Merino Ram Head
Merino Ram Head
Description and Dimensions
Description and Dimensions
- Bronze Sculpture
- Signed by Hamish Mackie
- Numbered edition of 12
- 39cm x 33cm x 25cm approximately
Please note, our images currently only show the sculpture in its first stages (in clay), not the final bronze sculpture. The final bronze image will be updated as soon as possible.
Hamish Mackie describes his bronze sculptures as coming from a traditional background; the original is closely observed from life and then cast into bronze. However, Hamish's method is loose and energetic, creating his own interpretation of the subject, which enables him to capture power and movement. Establishing himself as one of the top British wildlife sculptors, Hamish has been sculpting as a career since 1996 and has works in public and private collections around the world.
Born in 1973, Hamish Mackie is largely self taught as a sculptor. He grew up on a farm in Cornwall and began sculpting at Radley College, before going on to study at Falmouth School of Art, and Kingston University.
His sculptures are created on a foundation of anatomy and form. This generates a surface that exudes energy, spirit and character. He does not aim to render a photographic representation of the subject, but instead his own perception of the soul of the animal. His works explore a spectrum of emotions ranging from power through grace to intelligence. Hamish's manipulation of his materials is critical to achieving this, often leaving dramatic visible traces of the sculpting activity, the bronze then keeps this surface liveliness when it is cast.
Hamish works closely with the Foundry, pushing the boundaries of casting metals such as bronze, silver and stainless steel. Simon Allison who runs Lockbund Sculpture Foundry has always said, "You sculpt what you want and we'll work out how to cast it." Hamish has taken up this challenge working closely with Lockbund for 17 years creating sculptures as small and delicate as the diving Kingfisher as well as monumental outdoor installations.
Hamish has recently won a major public art commission for six life and a quarter size bronze horses for Berkeley Homes Goodman’s Field development in London. This is a year long project involving six different breeds of horse ranging from the elegant and exotic Arab to our home-grown powerhouse, the Shire. By the time the commission is finished it will have incorporated six tonnes of clay, one tonne of silicon rubber and three tonnes of bronze.
Whilst working flat out on the commission Hamish admits time in the studio is also a time to reflect on past works and look forward to consolidating new ideas. Future plans include more ‘fossil hybrids’ and more travelling. Not long returned from dromedary excursions in Dubai and elephant spotting in Namibia, Hamish’s next trip is to Russia where he looks forward to sculpting Arctic Turns, Ospreys and Fish Eagles.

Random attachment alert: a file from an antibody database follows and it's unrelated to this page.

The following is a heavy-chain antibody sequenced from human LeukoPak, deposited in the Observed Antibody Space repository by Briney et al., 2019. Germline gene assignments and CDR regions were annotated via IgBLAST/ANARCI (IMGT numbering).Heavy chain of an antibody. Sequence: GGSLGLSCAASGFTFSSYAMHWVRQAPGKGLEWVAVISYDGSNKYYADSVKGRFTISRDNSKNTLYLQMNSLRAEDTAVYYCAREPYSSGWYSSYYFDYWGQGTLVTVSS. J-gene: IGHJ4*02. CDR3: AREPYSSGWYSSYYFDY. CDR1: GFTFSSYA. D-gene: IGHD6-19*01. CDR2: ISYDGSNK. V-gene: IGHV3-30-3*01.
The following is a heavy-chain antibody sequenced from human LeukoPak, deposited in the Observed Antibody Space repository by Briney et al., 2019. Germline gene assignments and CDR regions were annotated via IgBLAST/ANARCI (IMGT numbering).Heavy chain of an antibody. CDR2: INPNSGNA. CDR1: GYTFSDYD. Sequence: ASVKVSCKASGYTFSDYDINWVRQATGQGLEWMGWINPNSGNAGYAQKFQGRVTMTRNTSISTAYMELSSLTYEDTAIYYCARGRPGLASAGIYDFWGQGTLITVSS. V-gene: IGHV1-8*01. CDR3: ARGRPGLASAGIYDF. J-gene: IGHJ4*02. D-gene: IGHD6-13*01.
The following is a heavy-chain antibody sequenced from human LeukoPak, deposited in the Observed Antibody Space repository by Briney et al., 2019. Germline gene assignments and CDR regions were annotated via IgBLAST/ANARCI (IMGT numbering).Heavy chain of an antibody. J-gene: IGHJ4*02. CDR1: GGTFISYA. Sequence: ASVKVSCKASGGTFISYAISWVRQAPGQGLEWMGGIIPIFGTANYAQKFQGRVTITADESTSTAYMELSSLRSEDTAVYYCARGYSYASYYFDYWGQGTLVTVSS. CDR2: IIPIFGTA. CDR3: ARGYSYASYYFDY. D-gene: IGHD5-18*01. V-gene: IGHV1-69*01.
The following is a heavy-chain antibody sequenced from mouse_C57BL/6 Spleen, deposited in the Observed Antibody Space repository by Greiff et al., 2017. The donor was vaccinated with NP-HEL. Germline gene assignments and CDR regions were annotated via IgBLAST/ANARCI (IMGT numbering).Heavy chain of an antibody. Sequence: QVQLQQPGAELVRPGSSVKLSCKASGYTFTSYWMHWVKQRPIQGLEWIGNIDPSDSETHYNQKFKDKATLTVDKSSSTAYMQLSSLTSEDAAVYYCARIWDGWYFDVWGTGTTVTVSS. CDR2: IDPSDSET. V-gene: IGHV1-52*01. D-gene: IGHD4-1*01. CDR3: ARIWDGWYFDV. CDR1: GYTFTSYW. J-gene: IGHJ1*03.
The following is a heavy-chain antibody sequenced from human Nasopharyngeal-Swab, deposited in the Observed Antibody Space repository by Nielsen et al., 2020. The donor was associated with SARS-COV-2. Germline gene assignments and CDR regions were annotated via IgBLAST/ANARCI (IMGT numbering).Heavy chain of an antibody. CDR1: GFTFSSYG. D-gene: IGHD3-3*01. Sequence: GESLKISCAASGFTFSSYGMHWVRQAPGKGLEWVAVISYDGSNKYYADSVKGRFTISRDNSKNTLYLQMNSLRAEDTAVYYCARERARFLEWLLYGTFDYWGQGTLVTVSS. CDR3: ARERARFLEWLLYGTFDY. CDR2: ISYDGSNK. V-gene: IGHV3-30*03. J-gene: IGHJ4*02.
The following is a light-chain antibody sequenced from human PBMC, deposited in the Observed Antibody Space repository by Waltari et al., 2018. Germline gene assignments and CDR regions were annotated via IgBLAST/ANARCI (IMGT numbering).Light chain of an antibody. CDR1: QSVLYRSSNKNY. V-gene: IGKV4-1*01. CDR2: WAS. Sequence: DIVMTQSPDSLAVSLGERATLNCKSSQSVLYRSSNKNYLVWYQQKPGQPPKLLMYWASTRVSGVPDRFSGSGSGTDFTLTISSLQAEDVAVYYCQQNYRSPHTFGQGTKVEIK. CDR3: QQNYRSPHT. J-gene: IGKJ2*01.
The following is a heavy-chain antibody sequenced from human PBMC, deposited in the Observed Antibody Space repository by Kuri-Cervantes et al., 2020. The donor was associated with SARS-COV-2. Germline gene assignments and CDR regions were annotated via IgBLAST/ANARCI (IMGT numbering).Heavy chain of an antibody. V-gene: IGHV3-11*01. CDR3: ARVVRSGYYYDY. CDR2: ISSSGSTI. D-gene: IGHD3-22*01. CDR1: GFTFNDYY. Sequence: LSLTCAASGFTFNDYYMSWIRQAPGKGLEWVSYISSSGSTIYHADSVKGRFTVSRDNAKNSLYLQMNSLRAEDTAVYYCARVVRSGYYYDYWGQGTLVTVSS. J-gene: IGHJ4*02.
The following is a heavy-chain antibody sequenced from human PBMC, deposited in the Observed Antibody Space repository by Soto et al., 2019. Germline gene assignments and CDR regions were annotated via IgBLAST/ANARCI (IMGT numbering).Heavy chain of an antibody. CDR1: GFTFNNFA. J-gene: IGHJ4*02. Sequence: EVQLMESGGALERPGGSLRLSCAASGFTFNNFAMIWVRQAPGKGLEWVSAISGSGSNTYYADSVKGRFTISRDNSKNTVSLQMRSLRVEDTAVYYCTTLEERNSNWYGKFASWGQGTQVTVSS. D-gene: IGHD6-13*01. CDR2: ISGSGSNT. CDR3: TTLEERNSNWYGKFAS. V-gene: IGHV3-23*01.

Hamish has always been fascinated by the fact that it is technically possible to reproduce the detail of a fingerprint in bronze. "It's easy for me to push my fingers into wet clay, not so easy to reproduce it in metal."
Bronze castings are made by pouring molten bronze into a ceramic investment - known as the Cire Perdue or 'Lost wax' Method. This remains essentially the same technique as it was in 2,000 BC. The skill of transforming one material into another is to lose none of the original detail.
Hamish's sculptures are cast in England at the Lockbund Sculpture Foundry, Oxfordshire and Atelier Fine Art, Hampshire. "Who's enthusiasm and skill is elemental to what I do." The stainless steel Tuna was cast by the alloy specialist Lost Was Developments.
The first stage of making a bronze is to sculpt the original out of clay, plaster or wax. Hamish uses different materials depending on where and what he is sculpting. This is built up over a steel and aluminium anatomical skeleton known as an armature.
Over the original a silicon rubber mould is made to form a negative of the original.
Into the mould molten wax is slushed in and then poured out and allowed to cool, to form a hollow wax positive.
The seam line where the mould fitted together is then worked out and the sculpture cut up into castable sections.
To this a series of wax runners and risers is fitted, and these allow the molten bronze to flow in and the gases to come out. Once the wax is 'sprued up' it is coated inside and out with liquid ceramic and grit built up in layers to form a strong heat-resistant investment around the wax.
This is then baked upside down in an oven allowing the wax to melt out - hence the term 'Cirdu perdue or lost wax'.
This forms a negative space of the original into which molten bronze can be poured at 1200°c. Other metals such as gold, silver and stainless steel can be cast using the same method.
When the bronze has cooled, the ceramic shell is chipped away and the sprues cut off. To remove the ceramic from the surface detail the bronze is placed in acid, which breaks down the investment.
If the bronze has been cast in several pieces, it is now welded together and chased. This is a highly skilled process recreating any surface detail.
The sculpture is now ready to be heated up and applied with various chemicals, which form the finished patina. Hamish is one of few sculptors who do their own patination, considering this in his mind as important as the colour of paint on a canvas.